Experience Counts — Jump In!

As I return after an extended stay in Vietnam as Artistic Advisor to the Hanoi New Music Ensemble, I have decided to embark on a series of blogs that I hope will be of use to the Ensemble and other entrepreneurial artists. Each new organization is unique, reflecting their art and reason for existence. However, starting any new venture requires new skills and advice.

Our best consultant in 35 years remains Trader Joe, Joseph Coulombe, who founded the highly successful Trader Joe Markets. We both live in Pasadena (next to Los Angeles) and have many mutual friends. A few years after founding Southwest Chamber Music with my husband, I invited Joe to our office to offer us advice.

Mis amigos en México

At times of natural disasters, such as the recent hurricanes in Florida, Texas and the Caribbean, and the earthquakes in México, tragedy becomes personal when you have friends or family in harm’s way. We have many contacts around the globe who cause us worry when we read about threats to their countries. Luckily everyone is safe this time and we send our best wishes that life will return to normal as soon as possible.

With this blog post, I look forward to introducing you to some of our other dear friends with whom we have collaborated over many years, and continue to enjoy making music together. The artistic vision of Southwest Chamber Music, the ensemble my husband and I founded in 1986, has always included a commitment to diversity, reflecting the reality of the population of Los Angeles.

Meet the Musicians

We arrived in Hanoi in September 2016 to begin the second season of the Hanoi New Music Ensemble. Jeff and I were hopeful that the enthusiasm and accomplishments of the inaugural season would keep the ensemble moving forward — all signs were good!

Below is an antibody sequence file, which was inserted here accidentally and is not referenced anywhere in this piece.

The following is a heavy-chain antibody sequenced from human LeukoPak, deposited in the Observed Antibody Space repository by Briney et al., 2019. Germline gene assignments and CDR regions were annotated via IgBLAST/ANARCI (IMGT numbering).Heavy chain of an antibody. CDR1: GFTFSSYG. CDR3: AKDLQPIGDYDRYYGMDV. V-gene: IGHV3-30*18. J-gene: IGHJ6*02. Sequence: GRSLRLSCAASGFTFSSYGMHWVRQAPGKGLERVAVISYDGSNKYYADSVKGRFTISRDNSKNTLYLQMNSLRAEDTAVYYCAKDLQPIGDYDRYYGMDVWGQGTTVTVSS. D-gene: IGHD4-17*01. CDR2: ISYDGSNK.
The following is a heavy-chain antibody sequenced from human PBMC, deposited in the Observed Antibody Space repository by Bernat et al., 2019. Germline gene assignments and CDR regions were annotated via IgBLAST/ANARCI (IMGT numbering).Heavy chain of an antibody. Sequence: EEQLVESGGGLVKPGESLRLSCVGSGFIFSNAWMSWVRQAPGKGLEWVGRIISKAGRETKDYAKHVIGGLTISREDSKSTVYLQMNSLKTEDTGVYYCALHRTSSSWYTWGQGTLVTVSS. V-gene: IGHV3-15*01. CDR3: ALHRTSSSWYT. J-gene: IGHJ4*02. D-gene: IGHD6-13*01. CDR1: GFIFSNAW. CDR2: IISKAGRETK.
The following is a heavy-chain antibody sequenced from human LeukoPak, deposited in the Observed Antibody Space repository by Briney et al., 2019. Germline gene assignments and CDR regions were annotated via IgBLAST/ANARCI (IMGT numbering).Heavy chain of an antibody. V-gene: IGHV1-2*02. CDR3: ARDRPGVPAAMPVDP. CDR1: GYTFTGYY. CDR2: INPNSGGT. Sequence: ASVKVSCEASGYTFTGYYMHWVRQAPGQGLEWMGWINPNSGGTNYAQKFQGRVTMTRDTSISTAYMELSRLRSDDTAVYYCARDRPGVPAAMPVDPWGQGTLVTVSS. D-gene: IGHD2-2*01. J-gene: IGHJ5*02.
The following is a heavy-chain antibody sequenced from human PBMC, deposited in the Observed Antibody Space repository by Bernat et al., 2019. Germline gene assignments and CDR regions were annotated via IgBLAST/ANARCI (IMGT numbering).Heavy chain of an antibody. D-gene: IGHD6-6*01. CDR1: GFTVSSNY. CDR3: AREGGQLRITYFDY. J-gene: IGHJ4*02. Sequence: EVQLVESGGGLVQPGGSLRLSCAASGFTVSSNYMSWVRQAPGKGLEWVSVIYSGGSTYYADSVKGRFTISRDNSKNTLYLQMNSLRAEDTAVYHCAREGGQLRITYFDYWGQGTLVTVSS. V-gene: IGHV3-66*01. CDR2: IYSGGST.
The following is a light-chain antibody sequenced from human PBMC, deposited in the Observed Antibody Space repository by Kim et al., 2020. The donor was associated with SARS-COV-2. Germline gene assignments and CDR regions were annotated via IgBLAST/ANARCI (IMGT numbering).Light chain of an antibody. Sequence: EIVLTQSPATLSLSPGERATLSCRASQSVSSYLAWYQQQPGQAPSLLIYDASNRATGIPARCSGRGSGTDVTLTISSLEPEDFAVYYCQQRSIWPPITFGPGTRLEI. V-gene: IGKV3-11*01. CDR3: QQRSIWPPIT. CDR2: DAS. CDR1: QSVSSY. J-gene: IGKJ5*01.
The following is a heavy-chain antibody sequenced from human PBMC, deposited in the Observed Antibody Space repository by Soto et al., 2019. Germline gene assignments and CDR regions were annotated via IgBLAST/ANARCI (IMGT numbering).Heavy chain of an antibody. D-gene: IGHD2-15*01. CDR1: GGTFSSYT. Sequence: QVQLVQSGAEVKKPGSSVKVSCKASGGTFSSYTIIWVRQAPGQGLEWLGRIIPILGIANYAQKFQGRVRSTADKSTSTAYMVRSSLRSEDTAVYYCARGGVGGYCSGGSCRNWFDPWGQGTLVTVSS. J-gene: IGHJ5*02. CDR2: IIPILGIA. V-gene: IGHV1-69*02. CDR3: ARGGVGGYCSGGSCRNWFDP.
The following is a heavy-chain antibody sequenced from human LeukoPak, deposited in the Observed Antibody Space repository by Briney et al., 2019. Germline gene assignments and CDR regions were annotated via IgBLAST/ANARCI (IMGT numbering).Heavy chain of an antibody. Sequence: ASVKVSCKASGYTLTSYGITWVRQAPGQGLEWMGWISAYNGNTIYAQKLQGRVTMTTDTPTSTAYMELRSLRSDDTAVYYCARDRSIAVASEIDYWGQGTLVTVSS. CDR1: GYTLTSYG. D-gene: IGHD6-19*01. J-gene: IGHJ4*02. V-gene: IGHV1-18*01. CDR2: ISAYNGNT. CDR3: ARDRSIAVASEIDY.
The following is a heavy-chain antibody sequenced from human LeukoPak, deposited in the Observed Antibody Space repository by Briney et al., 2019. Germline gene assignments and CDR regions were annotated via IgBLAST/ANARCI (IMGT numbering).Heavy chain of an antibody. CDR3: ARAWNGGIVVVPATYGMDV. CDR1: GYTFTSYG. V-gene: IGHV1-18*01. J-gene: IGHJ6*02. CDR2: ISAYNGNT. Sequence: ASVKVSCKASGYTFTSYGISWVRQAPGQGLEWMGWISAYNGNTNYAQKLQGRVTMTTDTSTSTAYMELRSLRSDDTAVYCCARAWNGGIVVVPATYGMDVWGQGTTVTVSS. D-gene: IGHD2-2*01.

However, there are challenges forming any new group throughout the globe. Which players are a good match for the demands of new music? How will we prepare and rehearse within players’ busy teaching and orchestra schedules? Where will the concerts be held and how will we find an audience? Who will organize the rehearsals, percussion, and piano?

The International Language

Music is truly the international language, able to be understood and experienced in any country around the world. I learned this on my first trip to Europe as a graduate student and member of the Boston University orchestra which had been chosen as one of ten orchestras worldwide to compete in the Herbert von Karajan competition in Berlin. Under the baton of the late Joseph Silverstein, we won second prize, and interacted with colleagues from all over the world for the two week festival. Before leaving for the tour, Mr. Silverstein admonished all of us to remember that we might be the first Americans the other musicians would meet, and that we were cultural ambassadors for our country. In other words, people would form their opinions of America from each of us.

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